After I had Carmella I was in a horrible knotted state. Sure, I was ecstatic with my baby but I was so anxious, worried and scared. I was totally freaked out about my new status as mother. I desperately needed to feel like myself, look like myself and know myself again. Going back to running-- even though I certainly didn't feel like it-- I knew would be my quickest route to me. Even after Beau's birth I felt that same anxious snarl again but was less frightful of it because I was confident running would save me again.
Running, crazy as it sounds, relaxes me. As the miles fall away I unravel and can see clearly, think or even feel. My mind can divorce my body and I can actually focus on what it is I need to.
Running is the thing that I do.
I have to say that since last week when Evan got so sick and then--even worse--once he was gone, everything has felt viciously empty.
Even being with my kids.
Everything feels very, very, empty.
This has killed me that running has become a dark place. It has always been my savior.
I have not wanted to run-- or really, do anything. But not doing anything feels worse.
You might be surprised to hear that my sister and I did go and run the Atlanta half marathon on Thanksgiving. We didn't yet know the exact nature of Evan's condition and had to wait anyway until the neurologist came on duty later that morning to find out. We'd been up since 1 am and were just sitting at the hospital, not far from the start, hand wringing and pacing. Mom kept saying we should go run and around 4 am we decided to go run since just sitting idly was worse. I think one of the hardest parts of this has been that there is nothing "to do". There is nothing you can do and you just feel so worthless.
It was a prefect day for the race and besides being really sleep deprived I felt physically great. The first few miles were so easy but then "How to Save a Life" by the Fray came on my iPod and I lost it. I. Could. Not. Stop. Crying. If I had seen a single person I knew race side I would have thrown myself in their arms and had them take me back to the hospital.
I wish I could say the race was cathartic. That I solved something or gained some perspective but I didn't. It did not even make me feel better. It did though, let me feel. Time wise I ran the best race I have ever run at Atlanta, so did my sister but instead of triumphant I felt defeated, empty. All I wanted was to do was get back to the hospital.
It was about an hour after we got there that we were told the devastating news.
I didn't run for several days. But I told Ryan he had to make me go on Sunday. And he did and I went and I cried the whole time again. But crying while running has allowed me to be strong in front of my kids. I cried again on Monday when I ran too.
So yes, like blogging, running right now does feel incredibly frivolous, so selfish and absolutely trivial. But those are things that I do. I do not think that by doing them I am going to rid myself or miraculously heal me or anyone of this gaping hole. But I do think it will help heal me and in turn let me help those around me.
Please, do not think that for one second I don't feel horrible guilt and sadness and anger. I am so angry. At what? Nothing. There is no where to place blame but the anger is still there and running is working it out of me. While I run I think about Evan and I talk to him. I don't know. I just don't know. I guess, that probably sounds crazy-- but it is helping me.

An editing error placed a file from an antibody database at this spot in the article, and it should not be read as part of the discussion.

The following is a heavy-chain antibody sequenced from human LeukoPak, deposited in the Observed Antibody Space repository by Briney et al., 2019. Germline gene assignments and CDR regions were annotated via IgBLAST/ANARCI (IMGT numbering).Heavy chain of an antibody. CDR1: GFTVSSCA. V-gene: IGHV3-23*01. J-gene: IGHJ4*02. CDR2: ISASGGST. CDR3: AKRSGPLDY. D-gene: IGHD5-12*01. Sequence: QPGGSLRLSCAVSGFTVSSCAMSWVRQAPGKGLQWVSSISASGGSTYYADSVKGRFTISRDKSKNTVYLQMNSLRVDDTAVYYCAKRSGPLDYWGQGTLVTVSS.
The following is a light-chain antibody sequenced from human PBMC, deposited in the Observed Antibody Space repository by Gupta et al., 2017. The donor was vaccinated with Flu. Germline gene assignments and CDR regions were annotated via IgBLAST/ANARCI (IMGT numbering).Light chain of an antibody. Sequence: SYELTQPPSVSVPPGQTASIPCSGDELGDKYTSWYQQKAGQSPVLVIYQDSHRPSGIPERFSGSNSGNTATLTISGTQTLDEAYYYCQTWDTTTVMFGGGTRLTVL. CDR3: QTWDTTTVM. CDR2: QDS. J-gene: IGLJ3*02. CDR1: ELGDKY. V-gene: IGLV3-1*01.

Yesterday I ran for 12 miles and it was the first time I did not cry while running. I still thought of Evan and Justin and Pam and Duncan with every footfall. I didn't solve anything or find myself on the other side of this grief but I managed it a little better yesterday. And nope, I don't feel the joy or the happiness or the laughter I normally feel when I run. I did find though that when I laughed with my kids later in the day it wasn't forced or false. I didn't want to shut myself away and sob.
So this brings me back to the thing that I do. I had thought that I would stop blogging because really, where do I go from here? My intention when I started my blog was to make this a positive place. And I just don't know if I can live up to that anymore. And believe me, I know I write about a lot of frivolous crap and silly, self-indulgent things. That is who I am. I have intentionally avoided the more thoughtful topics and tried not be too "deep". (Well, I may still be succeeding on that count but you know what I am saying.) My point is that I certainly do not feel optimistic or positive or like life's little cheerleader anymore-- and that was the well that I was drawing from when I wrote most of my blog entries.
Right now that well is dry and there is a lot of bitterness. A lot. And, who wants to read about that?
But, you know, I think I am going to continue on. You see, while running allows me to workout a lot of emotions; writing really does help me to spill my head. I think right now I really need both to get me through this. So I can't promise that this will be a happy place for awhile, if ever. And, I'll understand if you don't want to come here and read anymore because of that. But, if you asked me, I would say I would like it very much if you would stick around. It is nice to know that people are listening.